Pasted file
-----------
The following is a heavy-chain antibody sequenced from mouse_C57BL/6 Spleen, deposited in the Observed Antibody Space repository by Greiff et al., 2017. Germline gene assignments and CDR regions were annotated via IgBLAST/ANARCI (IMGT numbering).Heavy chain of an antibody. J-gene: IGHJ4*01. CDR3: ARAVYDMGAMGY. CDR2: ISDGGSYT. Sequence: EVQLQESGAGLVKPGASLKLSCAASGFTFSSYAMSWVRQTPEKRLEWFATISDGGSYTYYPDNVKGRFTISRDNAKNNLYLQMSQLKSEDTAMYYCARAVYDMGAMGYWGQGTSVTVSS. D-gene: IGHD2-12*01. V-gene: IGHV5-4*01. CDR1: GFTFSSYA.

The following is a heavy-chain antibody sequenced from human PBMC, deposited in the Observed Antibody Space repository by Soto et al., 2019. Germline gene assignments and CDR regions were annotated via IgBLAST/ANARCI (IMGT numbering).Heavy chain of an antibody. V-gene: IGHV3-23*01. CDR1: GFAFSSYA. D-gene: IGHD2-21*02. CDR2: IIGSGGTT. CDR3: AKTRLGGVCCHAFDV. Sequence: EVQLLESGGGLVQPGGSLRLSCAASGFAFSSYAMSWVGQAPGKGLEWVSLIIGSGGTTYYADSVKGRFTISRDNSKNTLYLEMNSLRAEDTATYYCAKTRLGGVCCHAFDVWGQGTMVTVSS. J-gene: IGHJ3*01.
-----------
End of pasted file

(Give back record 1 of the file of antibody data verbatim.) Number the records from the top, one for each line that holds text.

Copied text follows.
The following is a heavy-chain antibody sequenced from mouse_C57BL/6 Spleen, deposited in the Observed Antibody Space repository by Greiff et al., 2017. Germline gene assignments and CDR regions were annotated via IgBLAST/ANARCI (IMGT numbering).Heavy chain of an antibody. J-gene: IGHJ4*01. CDR3: ARAVYDMGAMGY. CDR2: ISDGGSYT. Sequence: EVQLQESGAGLVKPGASLKLSCAASGFTFSSYAMSWVRQTPEKRLEWFATISDGGSYTYYPDNVKGRFTISRDNAKNNLYLQMSQLKSEDTAMYYCARAVYDMGAMGYWGQGTSVTVSS. D-gene: IGHD2-12*01. V-gene: IGHV5-4*01. CDR1: GFTFSSYA.